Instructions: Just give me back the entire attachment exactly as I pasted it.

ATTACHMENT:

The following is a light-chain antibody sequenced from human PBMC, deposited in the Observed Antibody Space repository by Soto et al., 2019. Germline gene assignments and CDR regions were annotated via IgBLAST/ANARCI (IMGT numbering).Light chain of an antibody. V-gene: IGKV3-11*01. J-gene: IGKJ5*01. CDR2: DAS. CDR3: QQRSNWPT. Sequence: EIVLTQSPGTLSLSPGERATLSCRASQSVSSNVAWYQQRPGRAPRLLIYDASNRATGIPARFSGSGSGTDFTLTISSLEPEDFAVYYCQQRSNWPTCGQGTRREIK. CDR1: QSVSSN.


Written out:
The following is a light-chain antibody sequenced from human PBMC, deposited in the Observed Antibody Space repository by Soto et al., 2019. Germline gene assignments and CDR regions were annotated via IgBLAST/ANARCI (IMGT numbering).Light chain of an antibody. V-gene: IGKV3-11*01. J-gene: IGKJ5*01. CDR2: DAS. CDR3: QQRSNWPT. Sequence: EIVLTQSPGTLSLSPGERATLSCRASQSVSSNVAWYQQRPGRAPRLLIYDASNRATGIPARFSGSGSGTDFTLTISSLEPEDFAVYYCQQRSNWPTCGQGTRREIK. CDR1: QSVSSN.